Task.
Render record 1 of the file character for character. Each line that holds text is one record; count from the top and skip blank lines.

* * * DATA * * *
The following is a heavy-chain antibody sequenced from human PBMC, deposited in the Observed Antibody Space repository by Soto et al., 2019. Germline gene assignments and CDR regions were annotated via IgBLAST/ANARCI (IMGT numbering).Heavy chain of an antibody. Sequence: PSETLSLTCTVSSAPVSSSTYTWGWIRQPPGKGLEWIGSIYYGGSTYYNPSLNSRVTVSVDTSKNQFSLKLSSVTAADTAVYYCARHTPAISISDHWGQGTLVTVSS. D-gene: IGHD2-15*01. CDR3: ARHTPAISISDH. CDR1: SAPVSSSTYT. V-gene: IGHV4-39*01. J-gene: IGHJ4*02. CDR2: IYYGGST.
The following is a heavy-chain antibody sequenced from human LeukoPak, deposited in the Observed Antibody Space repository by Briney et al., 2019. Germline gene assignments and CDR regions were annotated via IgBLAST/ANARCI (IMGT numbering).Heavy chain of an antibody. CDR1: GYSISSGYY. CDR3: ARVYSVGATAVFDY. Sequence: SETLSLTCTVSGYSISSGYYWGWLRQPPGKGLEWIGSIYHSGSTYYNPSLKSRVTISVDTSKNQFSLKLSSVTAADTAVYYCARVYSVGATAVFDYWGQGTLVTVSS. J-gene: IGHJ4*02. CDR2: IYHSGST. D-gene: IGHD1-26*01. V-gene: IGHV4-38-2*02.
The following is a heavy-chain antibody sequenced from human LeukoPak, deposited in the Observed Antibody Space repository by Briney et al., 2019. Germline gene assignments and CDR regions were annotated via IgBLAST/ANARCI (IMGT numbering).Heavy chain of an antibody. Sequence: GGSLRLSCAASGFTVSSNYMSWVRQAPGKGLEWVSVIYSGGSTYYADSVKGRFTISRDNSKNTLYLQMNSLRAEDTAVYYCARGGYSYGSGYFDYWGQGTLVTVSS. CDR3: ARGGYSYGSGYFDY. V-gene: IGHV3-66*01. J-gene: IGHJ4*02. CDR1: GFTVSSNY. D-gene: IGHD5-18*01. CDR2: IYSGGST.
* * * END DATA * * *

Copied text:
The following is a heavy-chain antibody sequenced from human PBMC, deposited in the Observed Antibody Space repository by Soto et al., 2019. Germline gene assignments and CDR regions were annotated via IgBLAST/ANARCI (IMGT numbering).Heavy chain of an antibody. Sequence: PSETLSLTCTVSSAPVSSSTYTWGWIRQPPGKGLEWIGSIYYGGSTYYNPSLNSRVTVSVDTSKNQFSLKLSSVTAADTAVYYCARHTPAISISDHWGQGTLVTVSS. D-gene: IGHD2-15*01. CDR3: ARHTPAISISDH. CDR1: SAPVSSSTYT. V-gene: IGHV4-39*01. J-gene: IGHJ4*02. CDR2: IYYGGST.